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From Wikipedia, the free encyclopedia

Kenneth Hare
BornFebruary 5, 1919 Edit this on Wikidata
Wiltshire Edit this on Wikidata
DiedSeptember 3, 2002 Edit this on Wikidata (aged 83)
Oakville Edit this on Wikidata
Alma mater
Occupation
Employer
Awards

Fredrick Kenneth Hare, CC OOnt FRSC (February 5, 1919 – September 3, 2002) was a Canadian climatologist and academic, who researched atmospheric carbon dioxide, climate change, drought, and arid zone climates and was a strong advocate for preserving the natural environment.

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Transcription

Biography

Born in Wiltshire, England, he received a Bachelor of Science in 1939 from King's College London. During World War II, he was a meteorologist with the UK Air Ministry, and joined McGill University as an assistant professor after the war. In 1950, he received a PhD in Geography from the Université de Montréal.[1]

Scientific career

Hare was Dean of Arts and Science at McGill starting 1962 before returning to England in 1964. He was Master of Birkbeck College from 1966 to 1968, during which he served as president of the Royal Meteorological Society.[2]

In 1968, he accepted the position as fifth president of the University of British Columbia, which he served until he resigned on January 31, 1969.[3] He joined the University of Toronto (U of T) becoming a Professor of geography and physics in 1974. From 1974 to 1979 he was director of the Institute for Environmental Studies at the U of T. From 1979 until 1986 he was Provost of Trinity College. From 1988 to 1995 he was the sixth Chancellor of Trent University.[4] From 1992 until his death in 2002, he chaired Canada's national Climate Program Planning Board.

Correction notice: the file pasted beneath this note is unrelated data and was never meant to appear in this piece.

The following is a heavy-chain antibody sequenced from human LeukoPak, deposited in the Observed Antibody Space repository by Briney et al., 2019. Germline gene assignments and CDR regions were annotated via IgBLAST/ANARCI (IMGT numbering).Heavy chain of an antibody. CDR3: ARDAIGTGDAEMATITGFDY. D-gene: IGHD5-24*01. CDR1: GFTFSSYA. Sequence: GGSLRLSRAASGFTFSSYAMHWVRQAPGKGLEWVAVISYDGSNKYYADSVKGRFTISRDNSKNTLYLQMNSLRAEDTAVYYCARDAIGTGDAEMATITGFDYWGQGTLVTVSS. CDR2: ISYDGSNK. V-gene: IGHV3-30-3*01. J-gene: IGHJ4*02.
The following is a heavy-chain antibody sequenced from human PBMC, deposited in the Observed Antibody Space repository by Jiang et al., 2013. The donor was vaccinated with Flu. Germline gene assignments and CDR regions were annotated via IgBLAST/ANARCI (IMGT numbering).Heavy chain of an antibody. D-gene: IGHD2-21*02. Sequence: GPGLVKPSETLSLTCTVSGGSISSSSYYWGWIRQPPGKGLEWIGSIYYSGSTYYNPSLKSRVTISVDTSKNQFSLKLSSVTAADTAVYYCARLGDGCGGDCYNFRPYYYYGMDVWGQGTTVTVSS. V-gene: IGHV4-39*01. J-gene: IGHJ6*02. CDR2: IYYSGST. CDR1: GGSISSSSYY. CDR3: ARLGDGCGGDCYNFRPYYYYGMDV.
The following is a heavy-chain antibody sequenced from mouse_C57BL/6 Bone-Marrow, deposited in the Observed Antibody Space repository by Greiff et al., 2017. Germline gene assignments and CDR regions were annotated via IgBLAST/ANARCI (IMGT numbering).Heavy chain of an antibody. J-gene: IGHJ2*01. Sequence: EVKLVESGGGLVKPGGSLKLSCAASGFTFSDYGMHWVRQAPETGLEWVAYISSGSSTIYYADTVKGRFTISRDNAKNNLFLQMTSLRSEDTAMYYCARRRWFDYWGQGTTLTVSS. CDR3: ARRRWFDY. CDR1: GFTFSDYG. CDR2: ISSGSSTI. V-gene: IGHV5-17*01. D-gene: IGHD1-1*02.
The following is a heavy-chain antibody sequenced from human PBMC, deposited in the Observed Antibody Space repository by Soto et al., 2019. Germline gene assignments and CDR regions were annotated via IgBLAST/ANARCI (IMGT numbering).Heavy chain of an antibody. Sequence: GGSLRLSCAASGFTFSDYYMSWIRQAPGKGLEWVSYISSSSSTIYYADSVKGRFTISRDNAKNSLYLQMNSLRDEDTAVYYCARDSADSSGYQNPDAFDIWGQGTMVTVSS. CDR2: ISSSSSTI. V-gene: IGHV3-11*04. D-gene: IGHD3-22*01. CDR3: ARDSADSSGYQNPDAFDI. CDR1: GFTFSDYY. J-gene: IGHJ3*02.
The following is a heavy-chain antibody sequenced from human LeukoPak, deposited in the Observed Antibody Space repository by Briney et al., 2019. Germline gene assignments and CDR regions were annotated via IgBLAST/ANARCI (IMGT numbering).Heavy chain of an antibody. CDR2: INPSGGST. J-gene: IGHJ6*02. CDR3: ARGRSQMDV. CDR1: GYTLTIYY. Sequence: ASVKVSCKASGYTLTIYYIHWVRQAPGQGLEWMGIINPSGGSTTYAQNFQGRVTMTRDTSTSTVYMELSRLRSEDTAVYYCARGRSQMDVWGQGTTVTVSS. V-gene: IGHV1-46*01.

Research interests and advocacy

Hare's research interests included atmospheric carbon dioxide, climate change, drought, and arid zone climates. He was a strong advocate of protecting the natural environment and served on a wide variety of commissions and committees on subjects that included acid rain, desertification, heavy metals, nuclear reactors (and their waste products), ozone, greenhouse gases and climate change. He was on the Research and Development Advisory Panel of Atomic Energy of Canada and conducted studies on nuclear waste management in Sweden and France.

Hare considered that the most pressing environmental challenge facing Canada is climate change caused by excessive use of fossil fuels. He advocated effectively managed nuclear power as a viable alternative. Throughout his life Hare was a tireless public speaker and writer about these issues.

Awards and honours

Hare received the Massey Medal in 1974. In 1978 he was made an Officer of the Order of Canada and was promoted to Companion in 1987.[5]

In 1987, he was presented with the Sir John William Dawson Medal, for important contributions of knowledge in multiple domains, from the Royal Society of Canada in which he was a Fellow. The same year, he was awarded the Cullum Geographical Medal by the American Geographical Society.

In 1989, he received the Order of Ontario and the International Meteorological Organization Prize from the World Meteorological Organization.[6] He was awarded honorary degrees by 11 universities.

References

  1. ^ "F. Kenneth Hare". science.ca. GCS Research Society. September 17, 2015. Archived from the original on June 14, 2016. Retrieved June 14, 2016.
  2. ^ "Society Presidents". History of the Society. Royal Meteorological Society. Archived from the original on June 14, 2016. Retrieved June 14, 2016.
  3. ^ "Former UBC President Kenneth Hare Remembered". UBC Reports. The University of British Columbia (published September 22, 2006). October 10, 2002. Archived from the original on June 14, 2016. Retrieved June 14, 2016.
  4. ^ "Trent University Mourns the Death of Former Chancellor Dr. Kenneth Hare". Communications Office. Daily News. Trent University. September 16, 2002. Archived from the original on June 14, 2016. Retrieved June 14, 2016.
  5. ^ "F. Kenneth Hare, C.C., Ph.D., D.Sc., F.R.S.C." The Governor General of Canada. Office of the Secretary to the Governor General. 2016. Retrieved June 14, 2016.
  6. ^ "Winners of the IMO Prize". World Meteorological Organization. Archived from the original on 22 November 2015. Retrieved 8 December 2015.
Academic offices
Preceded by
Horace Noel Fieldhouse
Dean of Arts and Science at McGill University
1962–1964
Succeeded by
Harry Woods Douglas
Preceded by President of the University of British Columbia
1968–1969
Succeeded by
Preceded by Provost of the University of Trinity College
1979–1986
Succeeded by
Robert H. Painter
Preceded by Chancellor of Trent University
1988–1995
Succeeded by
This page was last edited on 19 March 2023, at 11:58
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